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Thy dowerless daughter, king, thrown to b my chance,
Shall buy this unpriz’d, precious maid of me.
Lear. Thou hast her, France ; let her be thine, for we
France. Bid farewel to your sisters.
Cor. The jewels of our father, with wash'd eyes
• The qu's read thy for my.
So the qu’s; all the rest read of for in.
All before R.'s duodecimo have you, all the rest omit it, except Steevens:
k Reg. Prescribe not us our ' duties:
Gon. Let your study
Cor. Time (hall unfold what plaited cunning hides,
Gon. Sister, it is not a little • I have to say
The qu's give this speech to Gonerill, and the next to Regan, I So the qu's; all the rest read duty.
m The qu’s read worth for want. H. reads And well are worthy to Want, &c. A W. alters this to vaunted, and gives the following note;
-wanted ] This nonsense must be corrected thus, And well are worth the want that you have vaunted. i.e. that disherifon, which you so much glory in, you deserve. W.
But did she not rather glory in her modesty and sincerity, which occasioned that disherison? The old reading is not elegant indeed, but it is intelligible : it is a kind of Hebraism, like seeding seed, Gen. i. 29.
• The qu's read pleated; the fo's, R. and Pi's q. plighted; all the reft plaited.
P H. reads cover'd; all other editions covers.
Reg. That's ' most certain, and with you; next month
with us. Gon. You see how full of changes his age is, the observation we have made of it hath not been little; he always lov'd our fisler most, and with what poor judgment he hath now cast her off, * appears too Y grofly.
Reg. 'Tis the infirmity of his age; yet he hath ever but Nenderly known himself.
Gon. The best and foundest of his time hath been but ralh ; then must we look, z from his age to receive not alone the . imperfections of long ingrafted condition, but therewithal the unruly waywardness, that infirm and choleric years bring with them.
Reg. Such unconstant starts are we like to have from him, as this of Kent's banishment.
Gon. There is further compliment of leave-taking between d France and him. e Pray you, let us hit together. If our father carry authority, with such 8 dispositions as he bears, this last surrender of his will but offend us.
Reg. We shall further think "on't.
u in all the editions till P. who, with all after him, omits not.
The qu's read imperfe&tion.
The 2d q. reads stars.
i A castle belonging to the earl of Gloucester. Enter Bastard
with a letter.
Baft. Thou, Nature, art my goddess; to thy law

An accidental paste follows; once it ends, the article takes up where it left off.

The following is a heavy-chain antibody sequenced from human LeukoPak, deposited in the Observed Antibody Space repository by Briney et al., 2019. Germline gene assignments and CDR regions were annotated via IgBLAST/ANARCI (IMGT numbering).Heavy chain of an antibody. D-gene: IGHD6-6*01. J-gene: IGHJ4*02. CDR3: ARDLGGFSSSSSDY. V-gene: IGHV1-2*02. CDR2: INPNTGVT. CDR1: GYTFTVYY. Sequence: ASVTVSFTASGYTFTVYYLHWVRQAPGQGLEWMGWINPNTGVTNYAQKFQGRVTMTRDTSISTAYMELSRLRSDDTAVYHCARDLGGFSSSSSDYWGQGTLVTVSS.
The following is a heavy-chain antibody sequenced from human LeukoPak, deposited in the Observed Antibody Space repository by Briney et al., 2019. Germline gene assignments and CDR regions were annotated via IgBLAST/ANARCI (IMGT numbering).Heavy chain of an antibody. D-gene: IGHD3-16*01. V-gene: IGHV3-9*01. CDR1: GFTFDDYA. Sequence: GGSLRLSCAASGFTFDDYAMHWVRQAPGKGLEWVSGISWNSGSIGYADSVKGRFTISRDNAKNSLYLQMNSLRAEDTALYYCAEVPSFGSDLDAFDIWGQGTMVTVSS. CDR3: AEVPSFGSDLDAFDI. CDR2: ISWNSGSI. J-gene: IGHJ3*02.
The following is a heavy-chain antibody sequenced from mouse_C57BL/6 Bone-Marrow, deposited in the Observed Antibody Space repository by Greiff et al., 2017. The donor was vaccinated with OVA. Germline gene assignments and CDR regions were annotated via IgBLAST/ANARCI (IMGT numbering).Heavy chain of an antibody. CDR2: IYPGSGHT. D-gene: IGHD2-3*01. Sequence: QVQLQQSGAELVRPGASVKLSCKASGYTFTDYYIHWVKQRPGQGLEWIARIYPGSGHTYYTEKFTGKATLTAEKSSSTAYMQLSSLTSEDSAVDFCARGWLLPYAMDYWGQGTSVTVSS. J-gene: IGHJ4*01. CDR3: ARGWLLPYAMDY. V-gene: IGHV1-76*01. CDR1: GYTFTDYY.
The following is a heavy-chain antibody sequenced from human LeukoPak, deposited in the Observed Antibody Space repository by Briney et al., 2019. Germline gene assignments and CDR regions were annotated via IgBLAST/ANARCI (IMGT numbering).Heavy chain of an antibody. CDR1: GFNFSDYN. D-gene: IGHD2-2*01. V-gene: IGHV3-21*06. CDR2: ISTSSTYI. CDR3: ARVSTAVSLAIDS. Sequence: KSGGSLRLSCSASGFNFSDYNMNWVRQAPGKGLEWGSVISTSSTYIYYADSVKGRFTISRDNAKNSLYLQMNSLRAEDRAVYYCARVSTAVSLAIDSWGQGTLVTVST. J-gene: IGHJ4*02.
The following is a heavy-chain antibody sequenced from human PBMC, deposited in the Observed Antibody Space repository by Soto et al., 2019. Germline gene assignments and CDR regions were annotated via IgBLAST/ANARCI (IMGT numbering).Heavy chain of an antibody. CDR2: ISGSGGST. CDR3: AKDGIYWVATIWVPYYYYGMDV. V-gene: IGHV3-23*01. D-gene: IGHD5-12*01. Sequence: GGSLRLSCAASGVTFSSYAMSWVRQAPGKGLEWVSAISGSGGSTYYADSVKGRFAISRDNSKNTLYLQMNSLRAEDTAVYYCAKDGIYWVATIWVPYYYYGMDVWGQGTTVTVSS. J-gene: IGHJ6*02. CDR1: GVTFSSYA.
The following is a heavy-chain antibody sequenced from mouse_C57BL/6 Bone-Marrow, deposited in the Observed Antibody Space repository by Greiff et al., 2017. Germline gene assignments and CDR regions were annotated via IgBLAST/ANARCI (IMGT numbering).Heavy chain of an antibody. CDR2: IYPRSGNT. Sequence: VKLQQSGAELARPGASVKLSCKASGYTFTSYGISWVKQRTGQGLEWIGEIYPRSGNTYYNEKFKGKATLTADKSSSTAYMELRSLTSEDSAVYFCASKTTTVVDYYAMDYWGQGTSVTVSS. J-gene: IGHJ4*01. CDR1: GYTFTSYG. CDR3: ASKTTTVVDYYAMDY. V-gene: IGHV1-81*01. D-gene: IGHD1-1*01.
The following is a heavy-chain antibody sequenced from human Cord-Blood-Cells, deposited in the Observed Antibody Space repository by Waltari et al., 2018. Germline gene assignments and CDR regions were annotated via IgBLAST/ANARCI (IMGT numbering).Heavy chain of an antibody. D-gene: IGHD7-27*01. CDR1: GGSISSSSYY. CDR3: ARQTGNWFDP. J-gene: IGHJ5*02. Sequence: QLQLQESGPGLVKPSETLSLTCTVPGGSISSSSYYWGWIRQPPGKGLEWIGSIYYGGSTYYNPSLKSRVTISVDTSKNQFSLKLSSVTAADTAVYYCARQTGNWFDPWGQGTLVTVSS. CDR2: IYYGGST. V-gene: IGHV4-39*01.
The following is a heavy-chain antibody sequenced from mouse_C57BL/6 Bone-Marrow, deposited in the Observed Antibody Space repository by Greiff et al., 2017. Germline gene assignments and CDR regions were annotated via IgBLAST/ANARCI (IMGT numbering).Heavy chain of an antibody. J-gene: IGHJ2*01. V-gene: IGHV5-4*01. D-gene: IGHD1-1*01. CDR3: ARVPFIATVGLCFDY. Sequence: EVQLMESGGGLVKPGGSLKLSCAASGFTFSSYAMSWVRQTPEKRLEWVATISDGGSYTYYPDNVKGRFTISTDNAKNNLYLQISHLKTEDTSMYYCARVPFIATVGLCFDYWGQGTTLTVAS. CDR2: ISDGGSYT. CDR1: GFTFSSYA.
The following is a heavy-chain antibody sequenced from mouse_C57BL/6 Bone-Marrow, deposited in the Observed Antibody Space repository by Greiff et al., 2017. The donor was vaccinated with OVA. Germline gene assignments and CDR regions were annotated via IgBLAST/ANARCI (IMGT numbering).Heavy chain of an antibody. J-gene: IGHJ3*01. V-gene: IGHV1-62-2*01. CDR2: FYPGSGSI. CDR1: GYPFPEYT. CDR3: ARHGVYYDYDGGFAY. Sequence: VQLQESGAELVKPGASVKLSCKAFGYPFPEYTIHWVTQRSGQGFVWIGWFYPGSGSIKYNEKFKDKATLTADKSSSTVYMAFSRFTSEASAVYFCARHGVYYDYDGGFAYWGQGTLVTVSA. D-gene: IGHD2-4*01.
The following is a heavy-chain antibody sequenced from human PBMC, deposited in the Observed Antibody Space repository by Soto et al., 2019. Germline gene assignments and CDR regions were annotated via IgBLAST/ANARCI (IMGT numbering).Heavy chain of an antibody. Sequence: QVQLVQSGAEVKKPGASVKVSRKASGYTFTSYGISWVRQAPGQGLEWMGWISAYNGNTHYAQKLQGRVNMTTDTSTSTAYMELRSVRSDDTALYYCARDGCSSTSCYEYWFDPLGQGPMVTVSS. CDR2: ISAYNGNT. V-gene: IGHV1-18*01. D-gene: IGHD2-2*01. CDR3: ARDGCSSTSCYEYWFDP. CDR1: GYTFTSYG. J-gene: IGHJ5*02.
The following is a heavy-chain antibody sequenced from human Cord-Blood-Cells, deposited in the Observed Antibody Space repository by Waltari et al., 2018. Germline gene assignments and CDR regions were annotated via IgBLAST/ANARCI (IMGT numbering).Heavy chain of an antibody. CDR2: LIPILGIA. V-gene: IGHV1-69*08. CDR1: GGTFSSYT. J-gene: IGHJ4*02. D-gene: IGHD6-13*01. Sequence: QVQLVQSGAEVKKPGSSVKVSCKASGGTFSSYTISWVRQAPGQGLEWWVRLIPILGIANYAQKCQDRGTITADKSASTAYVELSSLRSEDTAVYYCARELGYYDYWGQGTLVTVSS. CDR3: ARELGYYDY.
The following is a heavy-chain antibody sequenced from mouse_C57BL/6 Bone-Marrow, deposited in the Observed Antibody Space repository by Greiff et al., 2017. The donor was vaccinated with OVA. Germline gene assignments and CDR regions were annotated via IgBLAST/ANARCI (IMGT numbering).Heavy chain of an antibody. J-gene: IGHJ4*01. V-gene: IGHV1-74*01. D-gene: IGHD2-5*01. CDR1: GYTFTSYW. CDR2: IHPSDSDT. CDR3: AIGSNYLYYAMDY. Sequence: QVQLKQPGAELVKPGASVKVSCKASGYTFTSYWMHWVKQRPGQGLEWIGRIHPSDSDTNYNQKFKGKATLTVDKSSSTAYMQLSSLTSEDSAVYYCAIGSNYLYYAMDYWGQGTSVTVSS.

i The scene is not described in either qu's, fo's, or R. This is called scena fecunda in fo's.
k W. remarks, that to stand in the plague of custom, is an absurd expreffion. We should read plage, i. c. the place, the country, the boundary of custom. Why should I, when I profess to follow the freedom of nature, be confined within the narrow limits of custom? Plage is a word in common use amongst the old English writers. So Chaucer, The plagis of the north by land and fea.- From plaga. W.
| The qu's, fo's, and R. curiosity; P. nicety; T. and the rest courtesy. m H. reads and why bastard? base?
n So the qu’s; all the rest with base, with baseness, bastardy, base, base; but then they make why brand they us, a part of the foregoing line. But in this reading there seems to be too much repetition.
o R.'s oct. that.
Go to 9 the creating 'of a whole tribe of fops,
Glo. Kent banilh'd thus! and France in choler parted!
-Edmund, how now? what news ?
9 The fo's and R. read th'; all the rest omit the.
So the qu's; the rest omit of. • The 2d q. omits a.
' H. adds after then, good brotber, to fill up the measure; the qu's read tbe for tben. u The qu's omit fine word legitimate !
The qu's read 'tooth'; the fo's, R. and P.'s q. to'th'; H. toe th'; which he interprets, being upon even ground with him, as the treading on another's heels signifies the being not far behind him : but if toe be read, J. would have it fignify, to kick out, or supplant. P.'s duodecimo reads be 'th; followed by T. W. and J. But perhaps Shakespear wrote top th' legitimate. i.e. get above him; the corruption of this, by writing an o instead of a p. was very easy. If a conjecture be made without any regard to the traces of the letters, out, or rout, are better than be. I The fo's and R. read prescrib’d.
So the qu's, ift f. and J. the three last fo's and R. read all this gone, which P. alters all is gone. B 4